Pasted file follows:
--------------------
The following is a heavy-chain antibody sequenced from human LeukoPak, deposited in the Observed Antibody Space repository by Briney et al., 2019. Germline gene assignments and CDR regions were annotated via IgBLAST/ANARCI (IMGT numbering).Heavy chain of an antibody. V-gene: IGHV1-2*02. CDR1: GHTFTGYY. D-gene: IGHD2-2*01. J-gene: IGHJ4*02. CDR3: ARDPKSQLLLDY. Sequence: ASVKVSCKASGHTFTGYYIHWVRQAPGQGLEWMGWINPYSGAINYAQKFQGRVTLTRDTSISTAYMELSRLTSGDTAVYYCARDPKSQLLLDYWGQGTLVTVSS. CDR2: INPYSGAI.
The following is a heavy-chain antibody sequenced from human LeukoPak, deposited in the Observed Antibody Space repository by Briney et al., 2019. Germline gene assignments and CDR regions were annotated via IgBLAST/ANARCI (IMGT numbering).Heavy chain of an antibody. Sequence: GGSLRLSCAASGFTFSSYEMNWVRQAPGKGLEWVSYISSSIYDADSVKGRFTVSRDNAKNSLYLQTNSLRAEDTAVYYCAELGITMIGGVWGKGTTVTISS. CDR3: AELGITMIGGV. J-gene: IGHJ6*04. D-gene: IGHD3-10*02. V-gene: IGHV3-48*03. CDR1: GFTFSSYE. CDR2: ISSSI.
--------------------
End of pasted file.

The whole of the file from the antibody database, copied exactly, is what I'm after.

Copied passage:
The following is a heavy-chain antibody sequenced from human LeukoPak, deposited in the Observed Antibody Space repository by Briney et al., 2019. Germline gene assignments and CDR regions were annotated via IgBLAST/ANARCI (IMGT numbering).Heavy chain of an antibody. V-gene: IGHV1-2*02. CDR1: GHTFTGYY. D-gene: IGHD2-2*01. J-gene: IGHJ4*02. CDR3: ARDPKSQLLLDY. Sequence: ASVKVSCKASGHTFTGYYIHWVRQAPGQGLEWMGWINPYSGAINYAQKFQGRVTLTRDTSISTAYMELSRLTSGDTAVYYCARDPKSQLLLDYWGQGTLVTVSS. CDR2: INPYSGAI.
The following is a heavy-chain antibody sequenced from human LeukoPak, deposited in the Observed Antibody Space repository by Briney et al., 2019. Germline gene assignments and CDR regions were annotated via IgBLAST/ANARCI (IMGT numbering).Heavy chain of an antibody. Sequence: GGSLRLSCAASGFTFSSYEMNWVRQAPGKGLEWVSYISSSIYDADSVKGRFTVSRDNAKNSLYLQTNSLRAEDTAVYYCAELGITMIGGVWGKGTTVTISS. CDR3: AELGITMIGGV. J-gene: IGHJ6*04. D-gene: IGHD3-10*02. V-gene: IGHV3-48*03. CDR1: GFTFSSYE. CDR2: ISSSI.